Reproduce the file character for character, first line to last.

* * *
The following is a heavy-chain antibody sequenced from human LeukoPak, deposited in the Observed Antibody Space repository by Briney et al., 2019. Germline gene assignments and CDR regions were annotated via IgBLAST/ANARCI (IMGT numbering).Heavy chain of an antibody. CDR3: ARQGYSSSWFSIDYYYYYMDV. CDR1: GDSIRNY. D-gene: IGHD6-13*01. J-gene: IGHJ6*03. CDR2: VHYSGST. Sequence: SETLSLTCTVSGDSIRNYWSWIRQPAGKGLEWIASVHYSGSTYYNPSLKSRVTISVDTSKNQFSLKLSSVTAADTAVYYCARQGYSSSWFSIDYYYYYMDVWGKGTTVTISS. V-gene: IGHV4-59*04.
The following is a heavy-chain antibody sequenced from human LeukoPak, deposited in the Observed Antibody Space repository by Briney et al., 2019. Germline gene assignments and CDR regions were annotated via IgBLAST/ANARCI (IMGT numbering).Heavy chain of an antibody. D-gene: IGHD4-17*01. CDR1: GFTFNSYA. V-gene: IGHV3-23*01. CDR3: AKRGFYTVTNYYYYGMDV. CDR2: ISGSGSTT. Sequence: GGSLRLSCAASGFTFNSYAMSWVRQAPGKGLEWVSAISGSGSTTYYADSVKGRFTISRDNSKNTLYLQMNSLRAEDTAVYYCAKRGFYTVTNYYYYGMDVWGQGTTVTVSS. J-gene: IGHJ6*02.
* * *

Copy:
The following is a heavy-chain antibody sequenced from human LeukoPak, deposited in the Observed Antibody Space repository by Briney et al., 2019. Germline gene assignments and CDR regions were annotated via IgBLAST/ANARCI (IMGT numbering).Heavy chain of an antibody. CDR3: ARQGYSSSWFSIDYYYYYMDV. CDR1: GDSIRNY. D-gene: IGHD6-13*01. J-gene: IGHJ6*03. CDR2: VHYSGST. Sequence: SETLSLTCTVSGDSIRNYWSWIRQPAGKGLEWIASVHYSGSTYYNPSLKSRVTISVDTSKNQFSLKLSSVTAADTAVYYCARQGYSSSWFSIDYYYYYMDVWGKGTTVTISS. V-gene: IGHV4-59*04.
The following is a heavy-chain antibody sequenced from human LeukoPak, deposited in the Observed Antibody Space repository by Briney et al., 2019. Germline gene assignments and CDR regions were annotated via IgBLAST/ANARCI (IMGT numbering).Heavy chain of an antibody. D-gene: IGHD4-17*01. CDR1: GFTFNSYA. V-gene: IGHV3-23*01. CDR3: AKRGFYTVTNYYYYGMDV. CDR2: ISGSGSTT. Sequence: GGSLRLSCAASGFTFNSYAMSWVRQAPGKGLEWVSAISGSGSTTYYADSVKGRFTISRDNSKNTLYLQMNSLRAEDTAVYYCAKRGFYTVTNYYYYGMDVWGQGTTVTVSS. J-gene: IGHJ6*02.